Potterings on a paddleboard

I first wobbled my way onto a paddleboard in summer 2016, when I booked an introductory session with Andrew on the backwaters of Oxford. Like most of my current past-times, I can’t remember what made me sign up for the first lesson.

I think he was being kind, but Andrew said he could always tell those who practice yoga when they get on a board as they’re much more stable. Paddleboarding is basically tadasana on water. He introduced me to the different paddle strokes and we had a potter up and down the river. I managed to stay on top of the board and I enjoyed the different viewpoint from on the water.

Amongst his other enterprises, Andrew launched Oxford SUP club in spring 2017, and it became a regular meetup for a paddle and a laugh. We began supporting swim races by crewing for the swimmers, shepherding them along the rivers and providing a respite if needed.

Weekday evening paddles in the summer were my favourite; to cycle from work to the launch site (changed regularly), lock my bike to Andrew’s trailer, and paddle with friends in the sunshine.

The first paddle of 2018 for the club was a few days after I got back from New Zealand, and it had been raining for weeks. We went to the quietest stretch of river but around some corners the water was flowing so fast we were breaking a sweat in the chilly air just to make progress. Getting back to the start just required steering.

For May Morning we gathered at 5.30am to paddle to Magdalen bridge for dawn and the choir, along with an armada of other water craft and thousands of people on the streets. We might have been scraping frost off the boards to start, but it was a great start to the day.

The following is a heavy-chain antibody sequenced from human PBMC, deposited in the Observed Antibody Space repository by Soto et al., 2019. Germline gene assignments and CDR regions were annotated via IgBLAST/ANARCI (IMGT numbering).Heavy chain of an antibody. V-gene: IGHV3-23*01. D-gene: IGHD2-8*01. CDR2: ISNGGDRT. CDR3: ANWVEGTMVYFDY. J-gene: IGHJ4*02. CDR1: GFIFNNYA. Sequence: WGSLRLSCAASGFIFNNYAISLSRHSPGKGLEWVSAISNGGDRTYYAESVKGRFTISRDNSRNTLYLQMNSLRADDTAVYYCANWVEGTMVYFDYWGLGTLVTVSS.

The club expanded rapidly in 2018 and SUP seemed to become more of a mainstream sport. We got smiles rather than confused faces from passers-by on the river banks. Many of the club now had their own boards, meaning there were more available to borrow for others – some summer evenings we had over 20 on the water!

We continue to crew the swim/run races, and have started participating in some races of our own. Our first outing was to the 2018 British SUP Club Championships. Many other clubs were specific SUP race clubs, whereas we turned up for the fun of it (and the BBQ). Andrew provided boards to those who needed them, and entered some of us in more races than we knew about. Which can’t have been a bad thing as we ended up in the top 10 clubs, and I came away with a 2nd place trophy for my women’s novice 12’6 board race! It was a great day out and there’s some talk about actually training for the 2019 championships.

The racing isn’t what appeals most to me for SUP however. For me, it’s a mode of exploration of the waterways. Oxford may be a city but there’s so much wildlife in and around the rivers and canals. Over the years I’ve seen otters, kingfishers, herons, red kites (admittedly not hard in Oxford), dragonflies, woodpeckers, foxes, bank voles and bats. We’ve been involved in plastic cleanups and it’s heartening to watch the water quality improve in places.

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